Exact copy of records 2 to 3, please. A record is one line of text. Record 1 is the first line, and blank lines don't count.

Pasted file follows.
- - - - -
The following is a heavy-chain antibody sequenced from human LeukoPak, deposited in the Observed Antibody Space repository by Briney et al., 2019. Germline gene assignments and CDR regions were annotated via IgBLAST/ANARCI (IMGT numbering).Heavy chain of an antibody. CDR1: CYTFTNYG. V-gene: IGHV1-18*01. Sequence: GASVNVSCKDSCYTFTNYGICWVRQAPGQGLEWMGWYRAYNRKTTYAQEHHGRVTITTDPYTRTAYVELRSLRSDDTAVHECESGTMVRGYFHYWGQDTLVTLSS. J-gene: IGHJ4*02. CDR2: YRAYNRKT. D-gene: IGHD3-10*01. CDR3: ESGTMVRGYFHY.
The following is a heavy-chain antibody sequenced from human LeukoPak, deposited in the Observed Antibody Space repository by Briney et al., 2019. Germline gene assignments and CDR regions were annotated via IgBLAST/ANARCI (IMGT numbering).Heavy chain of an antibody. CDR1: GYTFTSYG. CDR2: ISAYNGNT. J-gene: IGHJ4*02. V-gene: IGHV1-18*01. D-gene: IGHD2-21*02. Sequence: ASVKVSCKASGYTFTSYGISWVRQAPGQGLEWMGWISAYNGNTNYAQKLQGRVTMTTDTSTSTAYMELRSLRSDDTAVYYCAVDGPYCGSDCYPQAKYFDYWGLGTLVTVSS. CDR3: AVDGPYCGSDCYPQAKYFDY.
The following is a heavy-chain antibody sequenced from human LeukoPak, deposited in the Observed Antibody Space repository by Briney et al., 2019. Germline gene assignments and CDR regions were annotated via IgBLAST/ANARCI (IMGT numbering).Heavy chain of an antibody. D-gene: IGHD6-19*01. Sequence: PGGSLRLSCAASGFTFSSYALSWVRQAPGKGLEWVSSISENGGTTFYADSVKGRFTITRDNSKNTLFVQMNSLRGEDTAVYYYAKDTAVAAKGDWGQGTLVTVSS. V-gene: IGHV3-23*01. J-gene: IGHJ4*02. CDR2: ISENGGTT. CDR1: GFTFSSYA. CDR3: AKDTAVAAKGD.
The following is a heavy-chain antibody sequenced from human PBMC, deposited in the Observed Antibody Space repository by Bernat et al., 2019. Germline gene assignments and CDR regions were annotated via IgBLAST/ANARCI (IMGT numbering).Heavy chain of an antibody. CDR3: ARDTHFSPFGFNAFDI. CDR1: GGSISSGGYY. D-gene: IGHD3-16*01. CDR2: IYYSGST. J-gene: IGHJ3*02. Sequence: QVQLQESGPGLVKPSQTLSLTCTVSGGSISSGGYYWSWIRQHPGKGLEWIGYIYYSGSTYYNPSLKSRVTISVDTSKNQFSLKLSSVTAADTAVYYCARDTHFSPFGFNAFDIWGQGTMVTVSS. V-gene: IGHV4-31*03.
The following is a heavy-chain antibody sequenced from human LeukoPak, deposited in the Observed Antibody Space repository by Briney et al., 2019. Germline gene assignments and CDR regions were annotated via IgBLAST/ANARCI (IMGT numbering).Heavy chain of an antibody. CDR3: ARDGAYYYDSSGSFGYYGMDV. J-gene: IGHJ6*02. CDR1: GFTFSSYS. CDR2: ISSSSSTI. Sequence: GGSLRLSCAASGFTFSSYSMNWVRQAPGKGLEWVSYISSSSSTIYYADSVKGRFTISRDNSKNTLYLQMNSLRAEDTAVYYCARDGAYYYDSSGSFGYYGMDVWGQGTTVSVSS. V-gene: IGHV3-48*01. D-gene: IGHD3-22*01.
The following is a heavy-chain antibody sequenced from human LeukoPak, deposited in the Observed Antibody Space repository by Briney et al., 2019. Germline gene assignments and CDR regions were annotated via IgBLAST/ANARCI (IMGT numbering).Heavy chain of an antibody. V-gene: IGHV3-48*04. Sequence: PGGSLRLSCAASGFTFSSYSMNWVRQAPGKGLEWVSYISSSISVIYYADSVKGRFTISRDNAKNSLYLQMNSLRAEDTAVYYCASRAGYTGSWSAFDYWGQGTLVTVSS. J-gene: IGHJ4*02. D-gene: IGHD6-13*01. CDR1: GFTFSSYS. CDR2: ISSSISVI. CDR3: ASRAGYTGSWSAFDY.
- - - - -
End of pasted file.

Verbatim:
The following is a heavy-chain antibody sequenced from human LeukoPak, deposited in the Observed Antibody Space repository by Briney et al., 2019. Germline gene assignments and CDR regions were annotated via IgBLAST/ANARCI (IMGT numbering).Heavy chain of an antibody. CDR1: GYTFTSYG. CDR2: ISAYNGNT. J-gene: IGHJ4*02. V-gene: IGHV1-18*01. D-gene: IGHD2-21*02. Sequence: ASVKVSCKASGYTFTSYGISWVRQAPGQGLEWMGWISAYNGNTNYAQKLQGRVTMTTDTSTSTAYMELRSLRSDDTAVYYCAVDGPYCGSDCYPQAKYFDYWGLGTLVTVSS. CDR3: AVDGPYCGSDCYPQAKYFDY.
The following is a heavy-chain antibody sequenced from human LeukoPak, deposited in the Observed Antibody Space repository by Briney et al., 2019. Germline gene assignments and CDR regions were annotated via IgBLAST/ANARCI (IMGT numbering).Heavy chain of an antibody. D-gene: IGHD6-19*01. Sequence: PGGSLRLSCAASGFTFSSYALSWVRQAPGKGLEWVSSISENGGTTFYADSVKGRFTITRDNSKNTLFVQMNSLRGEDTAVYYYAKDTAVAAKGDWGQGTLVTVSS. V-gene: IGHV3-23*01. J-gene: IGHJ4*02. CDR2: ISENGGTT. CDR1: GFTFSSYA. CDR3: AKDTAVAAKGD.